You know those people who seem to have great taste without even trying? You're about to be one of them. Here, top designers share the best insider tips and tricks in the business.
For a head-to-toe makeover, the first step is creating a palette. "I come up with a basic color scheme for the whole house, and then I take that from room to room," reveals Gary McBournie, a designer based in Boston. "It plays itself out in different ways in different rooms."
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"Create strong verticals and avoid the horizontal," recommends designer Todd Romano. "I adore large mirrors because they add scale to a room. I also kept the furniture low-slung, so the rooms seem taller."
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"Window trim is an often-overlooked opportunity to make a statement," says designer Meg Braff. Jeffrey Bilhuber agrees. "I often end up painting them green, to blend in with the landscape," the eclectic decorator says. "Or sometimes I paint them pitch black, so the muntins practically disappear in the evening."
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"I'm really into saturated color with white to balance it out so it doesn’t feel over-whelming," says Joanna Gaines, the star of HGTV's and mastermind behind in partnership with Kilz. Having trouble picking out a bold color? Gaines recommends green, because it's found in nature and timeless.
If you truly love something, you'll want to put it on display. "Use and enjoy your antiques and unique finds, especially in a utilitarian room like the bathroom," advises designer Bunny Williams.
Mirrored panels like the ones lining this alcove can be elegant — but don't just slap them up, designer Jan Showers warns. Large sheets of mirror will look commercial, so try a sectioned pattern in the traditional French style instead.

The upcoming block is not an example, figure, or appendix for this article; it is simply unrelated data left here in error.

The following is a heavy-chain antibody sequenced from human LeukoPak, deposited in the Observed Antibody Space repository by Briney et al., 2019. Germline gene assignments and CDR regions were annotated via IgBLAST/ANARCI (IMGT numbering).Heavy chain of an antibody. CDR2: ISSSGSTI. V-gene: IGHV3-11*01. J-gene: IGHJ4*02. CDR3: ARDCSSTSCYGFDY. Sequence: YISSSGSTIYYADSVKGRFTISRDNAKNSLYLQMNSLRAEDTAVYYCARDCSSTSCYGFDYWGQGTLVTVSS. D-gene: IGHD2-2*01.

Don't postpone a makeover because of naturally messy kids. "Put your money into a comfortable, well-made sofa that you'll have forever," advises Krista Ewart, a designer based in California. "You don't have to deny yourself that expensive designer fabric you love — just put it on something small, like a pillow."
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Neutral decor can be interesting — just include a variety of materials. "I used a range — from fine-gauge and open-weave linen, to raw silk and taffeta, to cotton velvet and distressed velvet," says California-based designer Ohara Davies-Gaetano. "Not only that, there's also the contrast of matte sheens that absorb the light, and lustrous sheens that reflect it."
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For the perfect color family, mix one batch of paint 50% lighter than the base and another 150% darker. "That's a failsafe method for striping a wall," says Mary Douglas Drysdale, who designed this bold blue kitchen. "It's also a very architectural way of using color."
Small living spaces don't have to feel cramped. "See how these living room chairs have smallish arms," says designer Elizabeth Pyne. "Most of their square footage is given to the seat, so you can curl up in them. They feel luxurious and roomy even though they're not big."
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A temporary space can look beautiful, even with a small budget. "We are so used to having painters sand for ages to produce mirror-smooth walls, but I wasn't about to spend the money to do that in a rental," says designer Max Sinsteden of his bright green entryway. "It turns out the irregular surface just sparkles all the more."